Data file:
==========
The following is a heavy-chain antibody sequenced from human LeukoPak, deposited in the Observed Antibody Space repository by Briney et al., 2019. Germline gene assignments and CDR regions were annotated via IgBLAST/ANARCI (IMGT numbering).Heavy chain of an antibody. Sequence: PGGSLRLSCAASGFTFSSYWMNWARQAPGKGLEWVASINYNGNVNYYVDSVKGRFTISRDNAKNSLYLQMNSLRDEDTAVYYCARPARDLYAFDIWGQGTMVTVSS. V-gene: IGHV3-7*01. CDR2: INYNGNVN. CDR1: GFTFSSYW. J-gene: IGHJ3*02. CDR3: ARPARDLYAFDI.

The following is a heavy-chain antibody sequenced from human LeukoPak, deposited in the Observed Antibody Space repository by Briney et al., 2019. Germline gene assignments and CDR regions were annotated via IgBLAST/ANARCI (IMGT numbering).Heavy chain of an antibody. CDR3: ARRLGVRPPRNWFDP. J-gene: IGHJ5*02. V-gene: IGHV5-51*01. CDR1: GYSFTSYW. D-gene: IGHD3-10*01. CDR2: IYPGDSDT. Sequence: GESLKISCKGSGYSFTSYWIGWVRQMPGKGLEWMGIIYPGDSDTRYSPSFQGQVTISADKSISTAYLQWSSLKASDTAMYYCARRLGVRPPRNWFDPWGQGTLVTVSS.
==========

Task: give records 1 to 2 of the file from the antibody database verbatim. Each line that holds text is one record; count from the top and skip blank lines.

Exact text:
The following is a heavy-chain antibody sequenced from human LeukoPak, deposited in the Observed Antibody Space repository by Briney et al., 2019. Germline gene assignments and CDR regions were annotated via IgBLAST/ANARCI (IMGT numbering).Heavy chain of an antibody. Sequence: PGGSLRLSCAASGFTFSSYWMNWARQAPGKGLEWVASINYNGNVNYYVDSVKGRFTISRDNAKNSLYLQMNSLRDEDTAVYYCARPARDLYAFDIWGQGTMVTVSS. V-gene: IGHV3-7*01. CDR2: INYNGNVN. CDR1: GFTFSSYW. J-gene: IGHJ3*02. CDR3: ARPARDLYAFDI.

The following is a heavy-chain antibody sequenced from human LeukoPak, deposited in the Observed Antibody Space repository by Briney et al., 2019. Germline gene assignments and CDR regions were annotated via IgBLAST/ANARCI (IMGT numbering).Heavy chain of an antibody. CDR3: ARRLGVRPPRNWFDP. J-gene: IGHJ5*02. V-gene: IGHV5-51*01. CDR1: GYSFTSYW. D-gene: IGHD3-10*01. CDR2: IYPGDSDT. Sequence: GESLKISCKGSGYSFTSYWIGWVRQMPGKGLEWMGIIYPGDSDTRYSPSFQGQVTISADKSISTAYLQWSSLKASDTAMYYCARRLGVRPPRNWFDPWGQGTLVTVSS.